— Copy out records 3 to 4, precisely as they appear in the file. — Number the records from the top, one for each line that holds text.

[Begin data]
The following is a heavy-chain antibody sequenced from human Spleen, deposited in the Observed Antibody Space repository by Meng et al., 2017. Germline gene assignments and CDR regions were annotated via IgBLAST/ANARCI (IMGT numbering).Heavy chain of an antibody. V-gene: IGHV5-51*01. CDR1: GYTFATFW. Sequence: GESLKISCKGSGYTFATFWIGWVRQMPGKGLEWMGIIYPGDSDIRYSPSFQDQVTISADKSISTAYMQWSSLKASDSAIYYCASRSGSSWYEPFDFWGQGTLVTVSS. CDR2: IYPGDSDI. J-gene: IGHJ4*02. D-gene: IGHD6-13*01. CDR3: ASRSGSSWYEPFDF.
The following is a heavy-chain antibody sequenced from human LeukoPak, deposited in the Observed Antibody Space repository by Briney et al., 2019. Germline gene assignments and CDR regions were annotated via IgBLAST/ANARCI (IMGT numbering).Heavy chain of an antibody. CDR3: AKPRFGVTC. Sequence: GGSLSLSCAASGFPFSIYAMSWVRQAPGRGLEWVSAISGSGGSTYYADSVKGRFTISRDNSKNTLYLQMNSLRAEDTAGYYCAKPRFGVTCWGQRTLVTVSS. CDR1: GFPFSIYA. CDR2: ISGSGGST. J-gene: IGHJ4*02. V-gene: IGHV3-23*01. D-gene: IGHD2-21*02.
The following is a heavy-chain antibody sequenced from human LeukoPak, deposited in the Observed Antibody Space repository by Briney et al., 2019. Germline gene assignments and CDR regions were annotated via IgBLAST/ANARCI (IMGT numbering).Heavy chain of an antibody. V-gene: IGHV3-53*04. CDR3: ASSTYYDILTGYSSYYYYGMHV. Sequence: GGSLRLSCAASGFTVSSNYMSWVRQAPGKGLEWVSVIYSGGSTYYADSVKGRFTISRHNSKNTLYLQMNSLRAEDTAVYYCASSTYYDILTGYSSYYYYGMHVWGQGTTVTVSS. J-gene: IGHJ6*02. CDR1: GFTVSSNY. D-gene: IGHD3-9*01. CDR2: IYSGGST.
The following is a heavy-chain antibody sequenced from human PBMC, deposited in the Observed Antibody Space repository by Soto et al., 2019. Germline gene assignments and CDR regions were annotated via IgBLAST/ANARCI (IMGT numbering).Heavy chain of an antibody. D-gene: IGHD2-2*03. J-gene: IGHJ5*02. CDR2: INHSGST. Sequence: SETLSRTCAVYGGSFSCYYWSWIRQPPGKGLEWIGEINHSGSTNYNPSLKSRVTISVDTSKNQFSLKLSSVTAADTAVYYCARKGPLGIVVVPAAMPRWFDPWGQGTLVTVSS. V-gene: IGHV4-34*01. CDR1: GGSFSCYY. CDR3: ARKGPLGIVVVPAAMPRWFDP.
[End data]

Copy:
The following is a heavy-chain antibody sequenced from human LeukoPak, deposited in the Observed Antibody Space repository by Briney et al., 2019. Germline gene assignments and CDR regions were annotated via IgBLAST/ANARCI (IMGT numbering).Heavy chain of an antibody. V-gene: IGHV3-53*04. CDR3: ASSTYYDILTGYSSYYYYGMHV. Sequence: GGSLRLSCAASGFTVSSNYMSWVRQAPGKGLEWVSVIYSGGSTYYADSVKGRFTISRHNSKNTLYLQMNSLRAEDTAVYYCASSTYYDILTGYSSYYYYGMHVWGQGTTVTVSS. J-gene: IGHJ6*02. CDR1: GFTVSSNY. D-gene: IGHD3-9*01. CDR2: IYSGGST.
The following is a heavy-chain antibody sequenced from human PBMC, deposited in the Observed Antibody Space repository by Soto et al., 2019. Germline gene assignments and CDR regions were annotated via IgBLAST/ANARCI (IMGT numbering).Heavy chain of an antibody. D-gene: IGHD2-2*03. J-gene: IGHJ5*02. CDR2: INHSGST. Sequence: SETLSRTCAVYGGSFSCYYWSWIRQPPGKGLEWIGEINHSGSTNYNPSLKSRVTISVDTSKNQFSLKLSSVTAADTAVYYCARKGPLGIVVVPAAMPRWFDPWGQGTLVTVSS. V-gene: IGHV4-34*01. CDR1: GGSFSCYY. CDR3: ARKGPLGIVVVPAAMPRWFDP.